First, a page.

Welcome to the the Ivey HBA Retail Marketing Management blog. Retail marketing is an exciting, dynamic, important, and very visible aspect of the overall field of marketing. Throughout the year, students will be posting comments regarding contemporary retailing issues. Although this is intended to be used by Bus 4411 students, industry marketing professionals are also invited to join in if they like.
Thursday, March 19, 2009
Fine Restaurant Retailing…is it Becoming a Price War?
Restaurant retailing is very similar to coffee retailing; there are sometimes vast differences between the product quality offered by various restaurants in which a premium price is generally paid to reflect this difference. After all, you are not only paying for the higher costs which go into making better quality food, but also for the perceived higher fulfillment in eating filet mignon instead of a fried chicken sandwich. Generally, both types of restaurants can co-exist with each other since there will almost always be a dependable, specific market for both higher-quality and expensive restaurants and lower-quality, cheaper restaurants.
But what if the average person doesn’t want to pay these high prices anymore?
Currently, with rampant layoffs, less disposable income and general job insecurity; people who may have previously wanted to treat themselves by dining at a fine restaurant in the past may be less inclined to do so now. How do restaurants which pride themselves on the experience and selection value propositions now adjust to these new economic realities?
Granted, there will always be people who are not as affected by recessions as others and will not change their dining habits. However, the same cannot be said for the average person at this point. According to a recent report, in the United States alone, roughly 33% of restaurant patrons are tightening their wallets, paying more attention to price than ever before. Another troubling trend is that up to 28% of diners are already switching to cheaper restaurants.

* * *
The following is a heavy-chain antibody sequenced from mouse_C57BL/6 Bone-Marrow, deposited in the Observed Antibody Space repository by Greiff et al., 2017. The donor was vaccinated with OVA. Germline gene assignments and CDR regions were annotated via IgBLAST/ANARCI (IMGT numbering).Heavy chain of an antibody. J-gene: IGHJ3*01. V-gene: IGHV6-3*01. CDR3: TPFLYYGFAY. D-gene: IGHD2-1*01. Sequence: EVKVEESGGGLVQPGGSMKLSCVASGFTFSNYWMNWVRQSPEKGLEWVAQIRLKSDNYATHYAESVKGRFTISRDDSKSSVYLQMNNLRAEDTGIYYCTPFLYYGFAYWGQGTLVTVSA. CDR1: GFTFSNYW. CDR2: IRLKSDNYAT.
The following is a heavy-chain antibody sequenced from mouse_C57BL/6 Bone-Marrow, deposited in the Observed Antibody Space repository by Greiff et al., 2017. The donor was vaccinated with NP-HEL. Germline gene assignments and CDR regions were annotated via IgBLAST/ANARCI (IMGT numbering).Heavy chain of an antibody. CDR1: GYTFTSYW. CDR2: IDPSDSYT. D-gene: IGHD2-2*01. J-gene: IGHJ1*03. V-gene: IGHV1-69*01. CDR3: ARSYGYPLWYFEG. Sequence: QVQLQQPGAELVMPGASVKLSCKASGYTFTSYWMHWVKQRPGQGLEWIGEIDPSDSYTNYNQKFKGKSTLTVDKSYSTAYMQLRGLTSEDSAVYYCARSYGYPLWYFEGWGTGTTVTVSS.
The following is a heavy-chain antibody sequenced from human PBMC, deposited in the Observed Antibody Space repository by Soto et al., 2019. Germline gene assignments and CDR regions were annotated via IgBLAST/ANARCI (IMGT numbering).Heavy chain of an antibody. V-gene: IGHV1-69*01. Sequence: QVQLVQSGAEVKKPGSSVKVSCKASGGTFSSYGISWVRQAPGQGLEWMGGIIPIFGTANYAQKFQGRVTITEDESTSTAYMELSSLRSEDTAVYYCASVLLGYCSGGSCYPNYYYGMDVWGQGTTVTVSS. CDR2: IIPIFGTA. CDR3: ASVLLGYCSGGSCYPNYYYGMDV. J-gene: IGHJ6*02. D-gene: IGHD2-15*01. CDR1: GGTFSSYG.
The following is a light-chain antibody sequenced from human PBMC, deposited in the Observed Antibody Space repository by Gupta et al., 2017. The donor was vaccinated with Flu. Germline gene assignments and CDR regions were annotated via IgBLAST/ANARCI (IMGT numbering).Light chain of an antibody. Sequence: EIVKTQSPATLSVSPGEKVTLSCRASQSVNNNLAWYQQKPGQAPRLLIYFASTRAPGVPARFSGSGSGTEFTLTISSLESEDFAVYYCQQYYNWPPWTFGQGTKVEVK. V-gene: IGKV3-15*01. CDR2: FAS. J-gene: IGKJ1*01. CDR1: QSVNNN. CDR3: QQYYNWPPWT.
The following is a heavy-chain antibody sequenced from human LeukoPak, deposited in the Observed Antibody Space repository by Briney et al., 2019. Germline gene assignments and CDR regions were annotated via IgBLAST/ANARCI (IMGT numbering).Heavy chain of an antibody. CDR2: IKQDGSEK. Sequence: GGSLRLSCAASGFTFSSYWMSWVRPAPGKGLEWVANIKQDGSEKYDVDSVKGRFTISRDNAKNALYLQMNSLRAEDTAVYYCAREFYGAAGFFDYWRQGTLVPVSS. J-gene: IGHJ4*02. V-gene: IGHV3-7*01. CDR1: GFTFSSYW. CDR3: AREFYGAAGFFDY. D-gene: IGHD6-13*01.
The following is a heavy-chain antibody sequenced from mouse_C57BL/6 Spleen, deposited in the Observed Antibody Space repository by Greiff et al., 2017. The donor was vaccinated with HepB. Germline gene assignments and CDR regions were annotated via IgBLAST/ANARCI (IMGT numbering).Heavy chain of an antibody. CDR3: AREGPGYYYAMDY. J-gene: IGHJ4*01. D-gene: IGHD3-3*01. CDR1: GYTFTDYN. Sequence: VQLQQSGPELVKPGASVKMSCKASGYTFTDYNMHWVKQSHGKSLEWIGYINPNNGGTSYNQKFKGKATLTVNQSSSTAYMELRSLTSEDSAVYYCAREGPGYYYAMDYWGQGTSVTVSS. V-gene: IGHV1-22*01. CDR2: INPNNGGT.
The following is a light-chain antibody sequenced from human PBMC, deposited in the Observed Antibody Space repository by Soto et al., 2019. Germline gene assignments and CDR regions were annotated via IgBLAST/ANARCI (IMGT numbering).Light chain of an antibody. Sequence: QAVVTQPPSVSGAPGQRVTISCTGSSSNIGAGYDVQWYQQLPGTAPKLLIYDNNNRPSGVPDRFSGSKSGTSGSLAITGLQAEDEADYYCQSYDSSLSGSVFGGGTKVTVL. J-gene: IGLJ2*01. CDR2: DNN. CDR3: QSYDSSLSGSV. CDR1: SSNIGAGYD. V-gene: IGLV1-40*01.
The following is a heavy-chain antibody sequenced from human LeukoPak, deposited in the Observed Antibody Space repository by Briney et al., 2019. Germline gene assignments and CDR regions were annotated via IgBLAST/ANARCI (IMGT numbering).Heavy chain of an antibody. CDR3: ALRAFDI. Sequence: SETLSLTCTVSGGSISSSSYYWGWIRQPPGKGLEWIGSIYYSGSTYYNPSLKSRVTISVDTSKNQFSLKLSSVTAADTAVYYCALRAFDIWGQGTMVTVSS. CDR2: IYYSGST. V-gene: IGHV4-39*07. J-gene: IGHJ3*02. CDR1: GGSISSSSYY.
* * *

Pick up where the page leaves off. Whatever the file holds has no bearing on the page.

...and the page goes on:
With the difficult recessionary times projected to last at least another several more months; fine-dining restaurants will have to act fast and temporarily change their value propositions to avoid the fate of the Rainbow Room in New York City.
Instead of taking a wait-and-see approach, many upscale restaurants are already discounting the prices for their high-quality as much as possible. Lacroix at the Rittenhouse in Philadelphia is charging only $24 for a three-course lunch, affectionately known as the “Appetite Stimulus Plan.” Similarly, Craft restaurant in New York City is offering its “Frugal Friday” menu where diners can eat anything on the menu for less than $10 on that day of the week.
I believe these to be great examples of upscale restaurants perhaps swallowing their pride in order to keep diners coming in. However difficult it may be to accept less profit per patron, these creative ideas can more than make it up through higher sales volumes. This represents a temporarily solution to a temporary problem—the recession, in which there is more emphasis on the price value proposition.
Upscale restaurants that are willing to sell their top-notch food at low prices should be recognized for doing whatever it takes to stay afloat in this very competitive industry.
Just imagine getting that filet mignon for under $20—at least for the next few months.